"The Conference of the Birds" is being touted as the first book for adults published by Caldecott Honor-winning children's book author and illustrator Peter Sís. But the book — a lavishly illustrated retelling of a 12th-century Persian poem — offers the same mix of rich images and simply stated but profound words that has made Sís's previous work so enjoyable and so re-readable to children and adults alike.
The career of this 62-year-old, Czechoslovakian born author and filmmaker, in fact, demonstrates the truth of C.S. Lewis's half-century-old observation: "No book is really worth reading at the age of 10 which is not equally (and often far more) worth reading at the age of 50. ... The only imaginative works we ought to grow out of are those which it would have been better not to have read at all."
While largely marketed to children, Sís's books already have focused on a number of more mature and complex themes. He won the American Library Association's Caldecott Honor in 1996 for the illustrations in his "Starry Messenger: Galileo Galilei," in 1998 for his "Tibet through the Red Box" and in 2007 for his very politically and historically aware "The Wall: Growing Up Behind the Iron Curtain." And his "Madlenka," "Madlenka's Dog" and "The Tree of Life: Charles Darwin" were all named New York Times Book Review Notable Children's Books of the Year.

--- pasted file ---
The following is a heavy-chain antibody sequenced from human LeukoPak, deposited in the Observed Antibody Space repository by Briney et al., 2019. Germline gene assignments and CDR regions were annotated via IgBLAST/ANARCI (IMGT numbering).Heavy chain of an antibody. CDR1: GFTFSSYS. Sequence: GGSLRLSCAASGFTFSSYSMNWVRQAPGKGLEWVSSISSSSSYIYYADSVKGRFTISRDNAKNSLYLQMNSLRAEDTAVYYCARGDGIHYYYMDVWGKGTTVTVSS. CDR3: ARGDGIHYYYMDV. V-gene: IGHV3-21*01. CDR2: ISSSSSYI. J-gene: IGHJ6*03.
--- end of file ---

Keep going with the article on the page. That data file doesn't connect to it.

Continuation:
Booksellers must find it very difficult to decide whether to shelve Sís's work among the children's picture books, with the graphic novels or alongside the art collections.
Although marketed for adults, "The Conference of the Birds" will prove equally difficult to pigeon-hole. The 850-year-old Sufi epic poem that serves as the inspiration for the book tells the story of thousands of birds who, responding to the call of a human poet turned hoopoe, gather to begin a quest to find their true king, Simorgh.
Their long journey takes them to the mountain of Kaf, where Simorgh lives, but along the way they discover that the true king is each of them as well as all of them.
Although children might get lost in the lyricism of the poem — and some adults might reject the poem's "Jonathan Livingston Seagull"-like message of self-actualization — readers of all ages will be amazed by the level of detail in Sís's illustrations. Not only does Sís depict dozens and dozens of species of birds, but nearly every page in this book is worthy of being framed and displayed.
Heller McAlpin of NPR goes as far as to describe "The Conference of the Birds" as Exhibit A for anyone looking "to make a case ... for what print books can do that e-books can't."
Sís — who was named a MacArthur "genius" fellow in 2003 — will read from his newest book at 7 p.m. today in Prairie Lights.
Opinion editor Jeff Charis-Carlson can be contacted at 319-887-5435 or firstname.lastname@example.org.